Cosmeston Lakes

Friday, December 05, 2008 Adam Tilt 0 Comments


I have seen a lot of people talk about how good Cosmeston lakes are so I decided to take the trip over on what turned out to be one of the coldest days of the year so far. It took twenty minutes to get into the car after freezing rain had completely encased the car in ice. I couldnt even move the door handle let alone try and prize the door open! Cosmeston lakes used to be a limestone quarry before closing and being used as a land fill site for the surrounding area. However, you wouldn't believe it these days after seeing how well the site has been regenerated into a lush and green landscape.

The main point of interest at the site over the last week or so has been a single male Bearded Tit who has taken up residence in the reeds just beyond the visitor centre. The bird has been very obliging allowing some excellent photography opportunities. Unfortunately he was not showing at all when I was around, being kept low down in the reeds by the very cold conditions. Not to worry though as a Cettis Warbler was in the same area offering excellent views sometimes as close as a meter.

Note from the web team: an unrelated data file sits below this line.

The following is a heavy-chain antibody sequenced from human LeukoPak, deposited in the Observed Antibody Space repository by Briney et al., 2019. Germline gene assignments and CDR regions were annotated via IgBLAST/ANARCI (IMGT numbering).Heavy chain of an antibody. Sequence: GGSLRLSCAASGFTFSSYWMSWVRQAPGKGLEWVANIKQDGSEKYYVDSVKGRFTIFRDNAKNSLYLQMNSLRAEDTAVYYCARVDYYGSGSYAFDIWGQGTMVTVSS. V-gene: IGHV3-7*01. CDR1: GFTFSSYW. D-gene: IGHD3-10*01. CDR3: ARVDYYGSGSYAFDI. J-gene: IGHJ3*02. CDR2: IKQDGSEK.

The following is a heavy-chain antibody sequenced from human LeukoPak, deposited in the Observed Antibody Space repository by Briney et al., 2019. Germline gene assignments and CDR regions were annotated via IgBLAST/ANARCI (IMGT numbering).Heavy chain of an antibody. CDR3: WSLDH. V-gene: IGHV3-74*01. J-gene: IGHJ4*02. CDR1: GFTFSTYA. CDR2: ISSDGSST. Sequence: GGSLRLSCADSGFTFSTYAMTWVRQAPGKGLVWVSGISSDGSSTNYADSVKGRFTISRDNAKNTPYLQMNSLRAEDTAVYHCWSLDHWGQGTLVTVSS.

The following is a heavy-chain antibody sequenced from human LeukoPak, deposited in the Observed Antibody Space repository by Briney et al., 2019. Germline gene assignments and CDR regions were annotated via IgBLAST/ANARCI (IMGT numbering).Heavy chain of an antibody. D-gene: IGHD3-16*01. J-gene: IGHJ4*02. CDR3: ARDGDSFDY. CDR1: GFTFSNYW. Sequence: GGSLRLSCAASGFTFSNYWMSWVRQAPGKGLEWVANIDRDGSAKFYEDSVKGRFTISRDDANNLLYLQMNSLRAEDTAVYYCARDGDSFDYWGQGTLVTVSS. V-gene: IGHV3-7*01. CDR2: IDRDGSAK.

Elsewhere on the lakes the usual assortment of waterfowl were present including three Great Crested and four Little Grebes. There were also a large number of Mute Swans and a couple of Canada Geese clearly waiting to be fed. The highlight though was the large number of Redwings that were present in numerous locations affording outstanding views. Only when you see these birds close up can you really appreciate quite how elegant they are. Over on the east lake a single Fieldfare was also seen. The thrush trilogy was finished off nicely by three or four Song Thrushes out on the old landfill site.

Sunday was mostly used up for more mundane tasks but I did manage a quick trip down to the Gower. I was rather surprised to park up next to a first winter Mediterranean Gull in a Mumbles car park where I had headed to have lunch. Over the summer I saw several adult birds in the general area so does this mean that they have bred? I'm not too sure but if you do know then please let me know. Further along the coast at Port Eynon a good number of Ringed Plovers were feeding along the beach along with a few Oystercatchers and Curlews.

This weekend also saw me purchase my new camera after much musing and browsing of reviews online. I have gone for a Panasonic Lumix FZ28 with an 18x optical zoom. The result is that I should hopefully be able to start posting many more photos up on this blog and the main part of the site.

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